Android is an operating system developed by Google for use on mobile devices. Android apps can be purchased in the Google Play Store or other third-party marketplaces such as SlideME or the Amazon Appstore.
The new safety section in the Google Play Console will inform users and help them understand:
- What type of data an app collects
- Why the app collects that data
- Which data is shared with third-party providers
- Whether users have control over their data
- How the app uses security practices like encryption
- If the data is optional or needed for app functionality
General Requirements for Mobile App Privacy Policies
Section 1: Explain the Type of Personal Information You Collect
Privacy policies almost always begin by explaining the types of data that a website or app may collect from users. It’s important that you are as detailed as possible about the data you collect.
Section 2: Define How You Use and Share Data
In addition to revealing the type of data you collect, you must explain how the data gets used and whether or not it gets shared with third-party services.
Section 3: Disclose Use of Third Party Services
Third-party tools and providers can enhance your mobile apps through content optimization, better customer service, data analytics, affiliate marketing, and lead generation.
If you share data with third-party services, your policy must reveal how and why.
As on many mobile apps, Google Analytics is mentioned by name as a service that receives user PII to perform statistical analysis regarding the use of an app.
As Google Analytics is a recognizable and frequently used third-party service, be sure your mobile app meets the requirements of the GDPR. In addition, consider reviewing our Google Analytics GDPR guide as it provides actionable steps for complying with the GDPR.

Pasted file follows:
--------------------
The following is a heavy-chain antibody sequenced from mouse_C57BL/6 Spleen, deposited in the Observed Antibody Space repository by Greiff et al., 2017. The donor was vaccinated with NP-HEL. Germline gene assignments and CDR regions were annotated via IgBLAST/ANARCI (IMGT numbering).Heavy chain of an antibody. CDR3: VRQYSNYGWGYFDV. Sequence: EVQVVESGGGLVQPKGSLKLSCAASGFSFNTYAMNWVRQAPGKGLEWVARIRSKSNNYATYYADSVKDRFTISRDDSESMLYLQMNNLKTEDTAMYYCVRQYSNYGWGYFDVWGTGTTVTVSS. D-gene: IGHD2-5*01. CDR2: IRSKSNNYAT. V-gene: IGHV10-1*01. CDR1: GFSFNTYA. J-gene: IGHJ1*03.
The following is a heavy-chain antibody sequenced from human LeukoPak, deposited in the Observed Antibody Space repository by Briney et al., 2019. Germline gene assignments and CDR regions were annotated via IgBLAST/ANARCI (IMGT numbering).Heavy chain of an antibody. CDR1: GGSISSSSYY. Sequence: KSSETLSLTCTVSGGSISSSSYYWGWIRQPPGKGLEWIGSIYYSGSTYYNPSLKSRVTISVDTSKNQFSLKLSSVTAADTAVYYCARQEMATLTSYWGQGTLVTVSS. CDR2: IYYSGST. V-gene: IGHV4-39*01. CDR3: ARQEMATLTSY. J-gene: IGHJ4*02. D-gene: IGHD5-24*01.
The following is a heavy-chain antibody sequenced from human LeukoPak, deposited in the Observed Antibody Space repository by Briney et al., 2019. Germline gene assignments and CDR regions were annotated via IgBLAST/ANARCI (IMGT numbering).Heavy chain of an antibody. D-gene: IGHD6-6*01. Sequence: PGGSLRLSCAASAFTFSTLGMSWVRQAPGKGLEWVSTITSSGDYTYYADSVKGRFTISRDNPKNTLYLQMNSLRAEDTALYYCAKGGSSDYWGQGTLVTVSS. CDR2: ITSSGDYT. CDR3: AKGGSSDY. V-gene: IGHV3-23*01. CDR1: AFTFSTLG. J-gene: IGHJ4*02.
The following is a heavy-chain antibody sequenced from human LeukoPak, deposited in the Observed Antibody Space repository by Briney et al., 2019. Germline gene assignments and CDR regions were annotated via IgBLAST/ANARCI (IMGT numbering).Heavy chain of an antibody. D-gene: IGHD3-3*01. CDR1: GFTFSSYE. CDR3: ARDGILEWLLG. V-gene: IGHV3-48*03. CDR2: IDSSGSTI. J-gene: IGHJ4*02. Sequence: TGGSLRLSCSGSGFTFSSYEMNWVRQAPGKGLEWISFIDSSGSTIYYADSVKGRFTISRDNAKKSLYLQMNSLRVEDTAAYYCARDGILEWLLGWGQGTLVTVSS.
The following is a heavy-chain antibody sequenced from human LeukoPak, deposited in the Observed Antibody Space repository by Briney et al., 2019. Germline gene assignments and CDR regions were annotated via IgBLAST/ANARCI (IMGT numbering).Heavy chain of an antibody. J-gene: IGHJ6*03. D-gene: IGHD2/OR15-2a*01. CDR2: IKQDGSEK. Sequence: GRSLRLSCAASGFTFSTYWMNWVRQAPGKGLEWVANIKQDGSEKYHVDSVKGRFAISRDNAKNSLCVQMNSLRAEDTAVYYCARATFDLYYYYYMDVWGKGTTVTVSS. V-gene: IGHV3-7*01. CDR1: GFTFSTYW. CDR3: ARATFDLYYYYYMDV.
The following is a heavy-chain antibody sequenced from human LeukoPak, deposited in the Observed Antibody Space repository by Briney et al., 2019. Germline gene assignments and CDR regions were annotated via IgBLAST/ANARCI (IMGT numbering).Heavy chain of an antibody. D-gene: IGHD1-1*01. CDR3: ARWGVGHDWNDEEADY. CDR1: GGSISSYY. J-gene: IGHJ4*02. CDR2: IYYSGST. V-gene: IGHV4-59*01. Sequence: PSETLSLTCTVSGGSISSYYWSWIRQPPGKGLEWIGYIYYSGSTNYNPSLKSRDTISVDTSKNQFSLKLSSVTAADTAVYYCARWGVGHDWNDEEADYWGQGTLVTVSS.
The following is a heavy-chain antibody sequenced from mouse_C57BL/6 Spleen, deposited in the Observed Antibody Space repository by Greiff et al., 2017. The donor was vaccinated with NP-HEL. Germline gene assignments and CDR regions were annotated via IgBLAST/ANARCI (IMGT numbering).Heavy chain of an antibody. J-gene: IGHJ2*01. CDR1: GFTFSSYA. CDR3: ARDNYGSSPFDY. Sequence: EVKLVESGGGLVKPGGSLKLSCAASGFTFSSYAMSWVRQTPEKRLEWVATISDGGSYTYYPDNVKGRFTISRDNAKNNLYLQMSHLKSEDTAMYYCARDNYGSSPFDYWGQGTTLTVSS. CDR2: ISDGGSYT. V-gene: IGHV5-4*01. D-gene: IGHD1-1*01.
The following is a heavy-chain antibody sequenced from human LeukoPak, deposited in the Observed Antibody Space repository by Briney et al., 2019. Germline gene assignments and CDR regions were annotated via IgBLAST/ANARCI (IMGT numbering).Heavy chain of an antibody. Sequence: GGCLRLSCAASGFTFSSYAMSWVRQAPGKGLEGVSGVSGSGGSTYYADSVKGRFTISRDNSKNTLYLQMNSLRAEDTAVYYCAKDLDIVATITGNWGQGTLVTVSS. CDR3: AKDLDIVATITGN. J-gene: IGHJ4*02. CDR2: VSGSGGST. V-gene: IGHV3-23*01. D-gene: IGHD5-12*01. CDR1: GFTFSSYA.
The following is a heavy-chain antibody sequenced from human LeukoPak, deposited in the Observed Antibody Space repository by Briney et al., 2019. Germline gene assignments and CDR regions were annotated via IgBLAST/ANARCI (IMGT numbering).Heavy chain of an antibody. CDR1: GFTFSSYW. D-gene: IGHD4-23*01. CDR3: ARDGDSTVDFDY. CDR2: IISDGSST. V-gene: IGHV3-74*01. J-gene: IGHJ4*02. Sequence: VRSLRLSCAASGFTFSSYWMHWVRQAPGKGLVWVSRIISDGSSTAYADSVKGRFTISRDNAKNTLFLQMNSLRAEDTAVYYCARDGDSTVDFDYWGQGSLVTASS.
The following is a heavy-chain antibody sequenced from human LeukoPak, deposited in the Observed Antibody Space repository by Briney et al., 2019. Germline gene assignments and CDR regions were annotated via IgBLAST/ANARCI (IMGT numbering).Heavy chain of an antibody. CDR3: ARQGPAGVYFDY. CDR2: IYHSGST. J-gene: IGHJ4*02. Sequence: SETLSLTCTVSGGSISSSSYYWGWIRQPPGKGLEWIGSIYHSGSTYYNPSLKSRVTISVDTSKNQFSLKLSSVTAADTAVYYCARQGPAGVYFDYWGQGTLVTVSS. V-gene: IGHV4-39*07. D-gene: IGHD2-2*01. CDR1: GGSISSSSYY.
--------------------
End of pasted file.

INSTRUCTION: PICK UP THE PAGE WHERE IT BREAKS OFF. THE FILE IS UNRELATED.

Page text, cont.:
Note that any irregular processing of personal data collected through third-party analytics tools can result in a fine of up to 4% of your mobile app’s annual global revenue.
Section 4: Describe How Users Can Control Their Data
Control over a user’s data has become a key concern for online businesses as they strive to comply with laws like the GDPR and CCPA. By default, privacy policies have become instruction manuals for how users can exercise their data rights.
You should include the steps that users can take to access, transfer, change, delete, correct, amend, export, or limit the use of their information.
Section 5: Update Users of Policy Changes
Mobile app users have the right to be informed of any changes to your privacy law. As a result, you may need to update your policy. Publish the date of the last change and reassure users that any significant changes will be presented prominently and emailed to the user.
Inform Mobile Users If They Are Being Tracked
A significant and growing interest to mobile application users is the concern over being tracked by their purchases, daily activities, physical geolocations, and website history.
According to a recent Pew Research Center study, nearly all mobile app users take steps to manage, control, or protect their personal data: